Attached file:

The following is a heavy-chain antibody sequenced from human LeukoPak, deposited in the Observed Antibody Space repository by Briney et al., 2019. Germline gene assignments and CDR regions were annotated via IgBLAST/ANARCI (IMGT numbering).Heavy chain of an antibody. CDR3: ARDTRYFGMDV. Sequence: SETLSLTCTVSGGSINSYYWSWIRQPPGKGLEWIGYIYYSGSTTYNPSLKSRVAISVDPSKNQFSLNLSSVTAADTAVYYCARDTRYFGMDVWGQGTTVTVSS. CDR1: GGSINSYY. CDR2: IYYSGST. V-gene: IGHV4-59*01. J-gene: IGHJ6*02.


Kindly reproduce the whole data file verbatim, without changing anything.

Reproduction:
The following is a heavy-chain antibody sequenced from human LeukoPak, deposited in the Observed Antibody Space repository by Briney et al., 2019. Germline gene assignments and CDR regions were annotated via IgBLAST/ANARCI (IMGT numbering).Heavy chain of an antibody. CDR3: ARDTRYFGMDV. Sequence: SETLSLTCTVSGGSINSYYWSWIRQPPGKGLEWIGYIYYSGSTTYNPSLKSRVAISVDPSKNQFSLNLSSVTAADTAVYYCARDTRYFGMDVWGQGTTVTVSS. CDR1: GGSINSYY. CDR2: IYYSGST. V-gene: IGHV4-59*01. J-gene: IGHJ6*02.